Service members wishing to join the program may do so, Little said, adding that he expects no cuts in the program this year.

"We intend to resume the program the way it was before suspension," he said.

By Tom Conning

Top librarian retires after three decades

After three decades of service on Carlisle Barracks and many contributions to the community, Bohdan Kohutiak, Army War College Library director, is retiring. He spent 30 of his 38 years as a federal employee on Carlisle Barracks and 25 years as the library director.

Bohdan Kohutiak, Army War College Library director, digs a hole for a Japanese Maple Tree that faculty and staff donated on his behalf, Mar. 22. Kohutiak has worked on Carlisle Barracks for the past 30 years and is retiring on Apr. 2.

Bohdan is leaving a legacy of consistent leadership and managerial expertise, said Dr. Lance Betros, Army War College Provost. “The Library is an essential resource for students and faculty,” he said. “It is, first and foremost, a repository of knowledge on national security issues. It provides a welcoming venue for intellectual pursuits of all types, but especially reading, researching, and writing.”

Because of this legacy, faculty and staff of The War College donated a Japanese Maple Tree on Kohutiak’s behalf, which he planted Mar. 22, almost on top of the library. Kohutiak planted the tree by Root Hall’s western patio, across from Upton Hall.

Kohutiak’s retirement ceremony will be held Apr. 2 in the Library at 2:30 p.m.

By Paul Tressler, Knowledge Management Officer
USAWC Knowledge Network open for business

Looking for a way to stay connected to Army War College experts, publications and more? Thanks to a new initiative you can stay easily connected via the Army War College Knowledge Network at

The Knowledge Network to provide access to USAWC Subject Matter Expertise and to all publications found in the War College library.

What can you do with The War College Knowledge Network?

•   Quickly search student, staff and faculty accounts for subject matter expertise

•   Stay informed of USAWC newly published research 

•   Collaborate with strategic leaders

By using a standard taxonomy, users are able to receive faster and more complete results when searching.

The KN is a role based access application that is currently available to:

-   All Alumni to include International Fellows 

-   All Resident and Distance Education Students

-  Civilian Academia

-  USAWC Staff and Faculty

-  Military Members

-  Federal Civilian Employees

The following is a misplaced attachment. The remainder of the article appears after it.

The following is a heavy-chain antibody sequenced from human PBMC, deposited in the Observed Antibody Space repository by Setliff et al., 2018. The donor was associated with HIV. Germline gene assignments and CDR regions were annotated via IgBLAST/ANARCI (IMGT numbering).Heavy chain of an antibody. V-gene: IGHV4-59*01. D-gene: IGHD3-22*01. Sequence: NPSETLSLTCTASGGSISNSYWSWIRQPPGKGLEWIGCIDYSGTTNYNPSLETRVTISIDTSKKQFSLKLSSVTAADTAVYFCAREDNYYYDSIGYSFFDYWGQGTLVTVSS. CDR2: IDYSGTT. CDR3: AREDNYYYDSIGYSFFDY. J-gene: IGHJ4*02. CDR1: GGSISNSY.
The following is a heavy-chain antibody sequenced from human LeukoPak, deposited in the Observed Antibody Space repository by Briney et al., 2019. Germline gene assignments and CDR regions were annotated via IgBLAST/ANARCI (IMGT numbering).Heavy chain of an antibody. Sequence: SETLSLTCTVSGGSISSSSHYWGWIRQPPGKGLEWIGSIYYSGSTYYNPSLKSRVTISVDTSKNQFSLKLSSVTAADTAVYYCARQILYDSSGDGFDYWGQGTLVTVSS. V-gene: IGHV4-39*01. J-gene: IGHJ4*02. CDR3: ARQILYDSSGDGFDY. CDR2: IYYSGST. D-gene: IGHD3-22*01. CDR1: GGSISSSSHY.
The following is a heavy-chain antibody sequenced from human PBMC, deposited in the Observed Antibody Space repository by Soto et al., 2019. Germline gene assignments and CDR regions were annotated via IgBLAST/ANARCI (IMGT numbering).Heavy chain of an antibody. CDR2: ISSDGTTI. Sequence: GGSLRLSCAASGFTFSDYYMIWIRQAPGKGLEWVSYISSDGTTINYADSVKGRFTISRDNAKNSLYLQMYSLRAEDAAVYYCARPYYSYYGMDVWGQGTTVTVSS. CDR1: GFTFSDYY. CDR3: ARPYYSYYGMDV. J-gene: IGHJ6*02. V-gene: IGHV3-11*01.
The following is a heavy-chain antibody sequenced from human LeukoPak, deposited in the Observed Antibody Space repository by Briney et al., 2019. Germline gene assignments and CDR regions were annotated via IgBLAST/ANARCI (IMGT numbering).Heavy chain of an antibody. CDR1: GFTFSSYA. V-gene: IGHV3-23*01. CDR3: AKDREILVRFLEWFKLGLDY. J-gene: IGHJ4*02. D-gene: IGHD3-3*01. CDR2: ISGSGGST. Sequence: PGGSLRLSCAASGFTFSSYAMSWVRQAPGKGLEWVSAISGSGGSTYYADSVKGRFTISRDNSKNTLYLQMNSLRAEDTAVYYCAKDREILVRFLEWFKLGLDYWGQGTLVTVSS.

-  Federal Contractors

-  Public Sector

-  Army War College Fellows

To request access and become a member of the KN visit and complete your profile. After requesting an account, building and quantifying your expertise members will:

•   Receive a welcome email that contains a link to the content in War College library that corresponds to their expertise

•    Access the link, review the libraries latest content on your area of expertise

•   May subscribe to an RSS feed to published content that interests you

•  Subscribing to the RSS feed ensures network members are automatically notified when new content is entered into the library keeping you up to date with the most current War College research.

2013 Carlisle Barracks Women's History Month

Women's History Month celebrates women who shaped history


Across the Army War College campus are students, staff and faculty whose experiences have shaped recent history - in the U.S. Air Force and Army, and more.  Many found themselves as "the first woman" in varied roles but none sought that distinction.  Their intent was to be members of the team.


Nikki Griffin Olive: Short-range Air Defense Artillery battalion commander

Lieutenant Colonel Nikki L. Griffin Olive, an Active Reserve and U.S. Army War College student.

Commissioned as an Army Signal officer in 1990, Griffin Olive served eight years on active duty in various Army units, with the past 14 years in the Reserve Component.

In 22 years of service, she has held leadership positions as a platoon leader, executive officer, battery commander, brigade S3, and battalion commander.

In 1995, she was one of the first females assigned to 1-5 Air Defense Artillery Battalion (Stinger Missile) at Fort Stewart, Ga., and the 1-5 Air Defense Artillery Battalion (later reflagged as 1-3 Air Defense Artillery Battalion), a combat arms battalion.

After a year as the signal officer for the battalion, she was selected to command 1-5 ADA Headquarters and Headquarters Battery (Headhunter Battery), which provided combat service support and global broadcast for the Forward Area Air Defense Command Control Communications and Intelligence Stinger Missile Battalion for 3d Infantry Division.